The Brazilian Connection

Dear readers, as an MG patient you just accept and learn to deal with flares.  I’m not saying they are easy, but it’s just something we do.  We know the ropes of Myashtenia. However,  sometimes we have to go through “what the ?????” moments.  Feel free to fill in the interrogative signs with whatever you want.

As Ian would say, “what the fart”  is going on????

You are probably asking yourself, “Ahhh so, what is that thing of the Brazilian connection all about Missy,  get to the point”.

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Well my dear friends to get there, I’m going to have to go back a little in time.

On Friday I visited my neumologist because I got banged with the elephant on my chest syndrome we all know to well.  I was going through the tests for pulmonary weakness, when the technician decided to share some interesting facts about Myasthenia.

This is how it went down,

“Oh, so since when do you know you have Myasthenia?”

(Me barely breathing during my tests)

“2008”

“Hum, did you visit Brazil or any other exotic destination?”

I felt like having a Sponge Bob moment, like when his eyeballs just fall off his face.

Me gasping, “MG is autoimmune.”

“No, no… I studied this disease in school ( I would like to know which, to write a really bad review) it has to do with a virus.  Guillain-Barre, Myasthenia,  and  ALS,  ALL  are the same thing. Most of the people who get them have been down to Brazil.”

In a “AS A MATTER OF A FACT” tone of voice.

At this point, I thanked God and the Universe that my husband was outside of the office waiting for the tests to be finished,  and not inside with me because he would have had a fit.  When I told my children they were extremely aggravated and angry about the incident.

I only ask myself, how much do we really need to be put up with?

If people don’t know, I don’t care a snicker, but when my healthcare providers don’t know,  it’s just plain terrible.  My neumologist is a caring and kind human being, but he should LOOK into what his respiratory technicians are putting his patients through.

She needs to go back to school and learn her business because she doesn’t deal with peanuts, but people.

The horrific thing is that, the Brazilian connection wasn’t even the worst thing.  While performing my routine tests, she paid her bills by phone, searched it continuously and even took a bathroom break.  I think I heard her fart in the doorway.

So, my dear friends there you have it.  Flares aren’t the worst things that happen to us, the very worst are flares and incompetency, insensibility and ignorance all mixed up together.

Thanks for stopping by and remember to be kind to yourself and others.  Keep me company of this treacherous rode towards wellness of the body and soul.

 

 

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The Patient of 152B

Dear readers, it’s been a while since I’ve shared anything with you.

Sorry for that but, I’ve been feeling weak for some time and all of us know that when we’re weak, we’re weak.  Everything in our lives becomes a colossal task.NYUWork-009

via morguefile

Which by the way got me admitted on Monday for an IVGG treatment.

When I’m in the hospital I feel vulnerable, and a bit lost to tell you the truth.  It’s nice when I hear a resident call me by my name, instead of the patient in 152B.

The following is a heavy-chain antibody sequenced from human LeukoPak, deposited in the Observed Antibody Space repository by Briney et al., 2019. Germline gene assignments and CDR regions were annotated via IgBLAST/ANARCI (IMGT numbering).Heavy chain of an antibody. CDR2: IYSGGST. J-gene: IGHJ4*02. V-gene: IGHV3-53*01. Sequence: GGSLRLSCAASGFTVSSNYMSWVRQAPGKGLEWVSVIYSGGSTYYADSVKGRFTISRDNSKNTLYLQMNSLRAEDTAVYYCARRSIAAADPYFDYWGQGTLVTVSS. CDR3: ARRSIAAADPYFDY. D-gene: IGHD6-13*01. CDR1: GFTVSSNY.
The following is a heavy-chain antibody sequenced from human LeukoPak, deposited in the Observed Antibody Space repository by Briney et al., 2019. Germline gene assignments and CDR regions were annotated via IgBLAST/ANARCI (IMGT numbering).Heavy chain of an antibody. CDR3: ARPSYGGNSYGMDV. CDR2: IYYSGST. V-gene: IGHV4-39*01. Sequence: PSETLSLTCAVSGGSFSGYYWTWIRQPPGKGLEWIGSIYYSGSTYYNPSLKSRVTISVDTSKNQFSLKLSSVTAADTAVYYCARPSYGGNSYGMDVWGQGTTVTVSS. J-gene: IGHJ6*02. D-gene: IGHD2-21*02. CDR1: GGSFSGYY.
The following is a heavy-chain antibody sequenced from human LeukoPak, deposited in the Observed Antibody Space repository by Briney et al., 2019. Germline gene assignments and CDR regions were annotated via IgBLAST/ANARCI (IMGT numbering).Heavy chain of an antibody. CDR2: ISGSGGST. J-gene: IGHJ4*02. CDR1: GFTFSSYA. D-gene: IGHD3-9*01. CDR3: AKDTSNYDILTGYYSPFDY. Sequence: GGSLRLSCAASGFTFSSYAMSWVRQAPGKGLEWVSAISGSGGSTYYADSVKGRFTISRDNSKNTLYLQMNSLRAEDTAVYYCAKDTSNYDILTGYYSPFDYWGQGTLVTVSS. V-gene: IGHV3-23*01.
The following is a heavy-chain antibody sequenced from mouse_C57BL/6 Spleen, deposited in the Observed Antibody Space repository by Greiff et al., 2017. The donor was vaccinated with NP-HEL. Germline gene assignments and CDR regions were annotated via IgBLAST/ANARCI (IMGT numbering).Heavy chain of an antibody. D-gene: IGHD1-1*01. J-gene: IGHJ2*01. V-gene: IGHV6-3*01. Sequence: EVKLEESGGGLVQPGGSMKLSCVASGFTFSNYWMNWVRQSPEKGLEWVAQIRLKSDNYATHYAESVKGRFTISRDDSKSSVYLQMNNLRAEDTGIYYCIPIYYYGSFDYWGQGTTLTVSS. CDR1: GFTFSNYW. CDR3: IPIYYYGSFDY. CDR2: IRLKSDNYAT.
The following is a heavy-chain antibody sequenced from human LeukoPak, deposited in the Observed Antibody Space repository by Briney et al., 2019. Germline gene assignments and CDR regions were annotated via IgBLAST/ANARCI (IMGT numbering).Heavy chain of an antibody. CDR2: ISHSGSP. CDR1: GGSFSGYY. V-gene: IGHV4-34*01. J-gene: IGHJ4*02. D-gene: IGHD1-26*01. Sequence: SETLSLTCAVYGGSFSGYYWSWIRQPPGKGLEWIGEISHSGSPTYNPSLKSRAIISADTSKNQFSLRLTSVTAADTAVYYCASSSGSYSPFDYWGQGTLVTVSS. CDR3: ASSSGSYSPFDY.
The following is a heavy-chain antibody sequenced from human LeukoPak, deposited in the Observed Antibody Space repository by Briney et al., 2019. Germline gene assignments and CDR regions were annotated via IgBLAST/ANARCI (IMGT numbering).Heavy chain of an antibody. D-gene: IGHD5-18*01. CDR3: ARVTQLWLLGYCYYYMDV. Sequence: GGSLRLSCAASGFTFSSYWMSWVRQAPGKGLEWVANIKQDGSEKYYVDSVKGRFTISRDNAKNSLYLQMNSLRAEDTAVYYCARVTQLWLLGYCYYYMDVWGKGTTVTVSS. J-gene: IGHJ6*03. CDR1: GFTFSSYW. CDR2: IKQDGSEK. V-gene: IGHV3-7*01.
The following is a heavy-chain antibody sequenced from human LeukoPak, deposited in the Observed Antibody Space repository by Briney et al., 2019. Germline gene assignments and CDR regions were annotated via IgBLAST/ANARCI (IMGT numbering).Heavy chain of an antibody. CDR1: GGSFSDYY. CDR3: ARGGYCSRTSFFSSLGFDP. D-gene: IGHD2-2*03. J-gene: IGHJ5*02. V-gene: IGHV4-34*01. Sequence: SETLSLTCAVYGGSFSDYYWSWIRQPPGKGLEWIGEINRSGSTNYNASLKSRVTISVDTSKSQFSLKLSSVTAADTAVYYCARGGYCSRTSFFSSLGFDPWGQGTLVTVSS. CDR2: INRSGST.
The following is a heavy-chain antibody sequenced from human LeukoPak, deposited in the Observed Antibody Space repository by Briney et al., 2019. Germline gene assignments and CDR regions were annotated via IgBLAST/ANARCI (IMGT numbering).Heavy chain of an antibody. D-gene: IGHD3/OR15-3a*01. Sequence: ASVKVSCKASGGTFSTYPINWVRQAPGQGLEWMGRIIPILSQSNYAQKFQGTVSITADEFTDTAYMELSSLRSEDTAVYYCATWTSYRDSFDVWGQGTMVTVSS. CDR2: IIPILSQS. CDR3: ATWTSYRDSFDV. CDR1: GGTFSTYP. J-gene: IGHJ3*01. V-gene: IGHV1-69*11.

Most of the nurses who work here don’t really know much of Myasthenia, never mind pronounce it.  Yesterday I had the opportunity of having a young nurse who actually came around and talked to me about MG.

As she was giving me meds and changing my infusion lines, she told me she had never had a patient with MG, and as soon as she got home she was planning on getting information about the disease.

I told her that she was more than welcome to ask me anything she wanted to know.

We had both a nice and educational back and forth for a while, it felt good that she was interested enough to ask.  Awareness is an important thing for MG, few people understand what this is all about.  I thought about the hashtag #HaveYouHeardofMG that has been going around lately as we spoke amicably.

I face so many unknowns after those two bracelets are fixed on my wrist.  One with my name and information and the other orange label that warns nurses and medical personnel that I am at risk of falling.

Thoughts of how things will turn out this time around feed my fears and jitters take residence in my tummy.  Never mind if the people who love me the most in this world try to reassure me it’s going to be okay, it’s never okay.  Although, I do appreciate their love, and the strength they give me along the way.

In a world where patients are treated with dignity and respect as human beings and not numbers or otherwise maybe these fears would be less, but sadly we don’t have this type of healthcare system.  The system that prevails is one where our family can’t leave us alone for a moment under the care of nurses and medical personnel due to crippling fear that we will be neglected and put at risk.

Testament of this would be my daughter running to fetch my tray because they forget to bring it in because I’m in preventive isolation and my food tray is the last to be delivered in the hall.

So, my dear friends today is not a good day for me, however I know and believe tomorrow will be better.  If I loose the ability to believe in this I have lost one of the most important battles we deal with every day and that is never to loose hope.

See you around the corner.